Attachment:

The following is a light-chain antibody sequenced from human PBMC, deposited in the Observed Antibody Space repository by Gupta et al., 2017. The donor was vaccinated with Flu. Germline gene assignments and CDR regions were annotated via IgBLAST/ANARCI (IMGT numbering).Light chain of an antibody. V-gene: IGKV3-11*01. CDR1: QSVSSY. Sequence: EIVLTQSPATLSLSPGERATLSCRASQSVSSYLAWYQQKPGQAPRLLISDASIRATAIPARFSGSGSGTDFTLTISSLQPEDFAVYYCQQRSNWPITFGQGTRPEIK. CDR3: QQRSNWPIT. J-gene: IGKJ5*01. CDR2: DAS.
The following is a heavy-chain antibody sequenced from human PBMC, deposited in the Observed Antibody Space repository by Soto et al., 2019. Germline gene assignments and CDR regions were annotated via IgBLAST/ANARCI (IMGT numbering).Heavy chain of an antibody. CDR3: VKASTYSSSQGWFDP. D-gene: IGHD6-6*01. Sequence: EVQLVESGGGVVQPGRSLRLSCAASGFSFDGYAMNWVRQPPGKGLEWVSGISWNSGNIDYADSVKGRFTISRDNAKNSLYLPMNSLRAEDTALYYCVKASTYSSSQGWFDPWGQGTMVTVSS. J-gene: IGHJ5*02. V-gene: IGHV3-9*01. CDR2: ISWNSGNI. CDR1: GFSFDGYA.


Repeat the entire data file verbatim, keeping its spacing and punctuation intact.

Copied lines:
The following is a light-chain antibody sequenced from human PBMC, deposited in the Observed Antibody Space repository by Gupta et al., 2017. The donor was vaccinated with Flu. Germline gene assignments and CDR regions were annotated via IgBLAST/ANARCI (IMGT numbering).Light chain of an antibody. V-gene: IGKV3-11*01. CDR1: QSVSSY. Sequence: EIVLTQSPATLSLSPGERATLSCRASQSVSSYLAWYQQKPGQAPRLLISDASIRATAIPARFSGSGSGTDFTLTISSLQPEDFAVYYCQQRSNWPITFGQGTRPEIK. CDR3: QQRSNWPIT. J-gene: IGKJ5*01. CDR2: DAS.
The following is a heavy-chain antibody sequenced from human PBMC, deposited in the Observed Antibody Space repository by Soto et al., 2019. Germline gene assignments and CDR regions were annotated via IgBLAST/ANARCI (IMGT numbering).Heavy chain of an antibody. CDR3: VKASTYSSSQGWFDP. D-gene: IGHD6-6*01. Sequence: EVQLVESGGGVVQPGRSLRLSCAASGFSFDGYAMNWVRQPPGKGLEWVSGISWNSGNIDYADSVKGRFTISRDNAKNSLYLPMNSLRAEDTALYYCVKASTYSSSQGWFDPWGQGTMVTVSS. J-gene: IGHJ5*02. V-gene: IGHV3-9*01. CDR2: ISWNSGNI. CDR1: GFSFDGYA.